Owen enlisted in the army in 1915 and won the Military Cross for bravery three years later. Owen died aged 25 on 4 November 1918 leading an attack near the Sambre-Oise canal in northern France. He died just 7 days before the Armistice.
He saw action in a number of battles and met the poet Siegfried Sassoon while recovering from shell shock in a military hospital in Edinburgh.
Written between September and October 1917, when Owen was a patient at Craiglockhart War Hospital in Edinburgh recovering from shell shock, the poem is a lament for young soldiers whose lives were unnecessarily lost in the European War. The poem is also a comment on Owen's rejection of his religion in 1915. This poem is, for many, the finest anti-war poem ever written in the English language. Had Owen lived beyond his 25 years few doubt he would have become one of the greatest poet in English of the 20th century.
The Latin inscription so often found on war memorials, devastatingly mocked here by Owen, reads 'How sweet and lovely it is to die for one's country'
Bent double, like old beggars under sacks,
Knock-kneed, coughing like hags, we cursed through sludge,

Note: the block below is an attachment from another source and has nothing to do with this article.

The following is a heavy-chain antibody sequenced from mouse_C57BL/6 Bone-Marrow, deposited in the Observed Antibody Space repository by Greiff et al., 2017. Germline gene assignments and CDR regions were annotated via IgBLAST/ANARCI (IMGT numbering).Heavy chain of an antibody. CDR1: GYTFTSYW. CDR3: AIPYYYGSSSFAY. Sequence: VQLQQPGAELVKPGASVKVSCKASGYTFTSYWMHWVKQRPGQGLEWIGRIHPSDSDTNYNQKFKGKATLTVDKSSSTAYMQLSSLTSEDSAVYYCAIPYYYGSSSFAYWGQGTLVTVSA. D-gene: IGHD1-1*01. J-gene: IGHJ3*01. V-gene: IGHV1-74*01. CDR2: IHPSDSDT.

Till on the haunting flares we turned out backs,
And towards our distant rest began to trudge.
Men marched asleep. Many had lost their boots,
But limped on, blood-shod. All went lame, all blind;
Drunk with fatigue; deaf even to the hoots
Of gas-shells dropping softly behind.
Gas! GAS! Quick, boys! - An ecstasy of fumbling
Fitting the clumsy helmets just in time,
But someone still was yelling out and stumbling
And flound'ring like a man in fire or lime.-
Dim through the misty panes and thick green light,
As under a green sea, I saw him drowning.
In all my dreams before my helpless sight
He plunges at me, guttering, choking, drowning.
If in some smothering dreams, you too could pace
Behind the wagon that we flung him in,
And watch the white eyes writhing in his face,
His hanging face, like a devil's sick of sin,
If you could hear, at every jolt, the blood
Come gargling from the froth-corrupted lungs
Bitter as the cud
Of vile, incurable sores on innocent tongues,-
My friend, you would not tell with such high zest
To children ardent for some desperate glory,
The old Lie: Dulce et decorum est
Pro patria mori.
At the going down of the sun, and in the morning we will remember
them. - Laurence
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• Last Modified: 04 November 2018, 17:02 •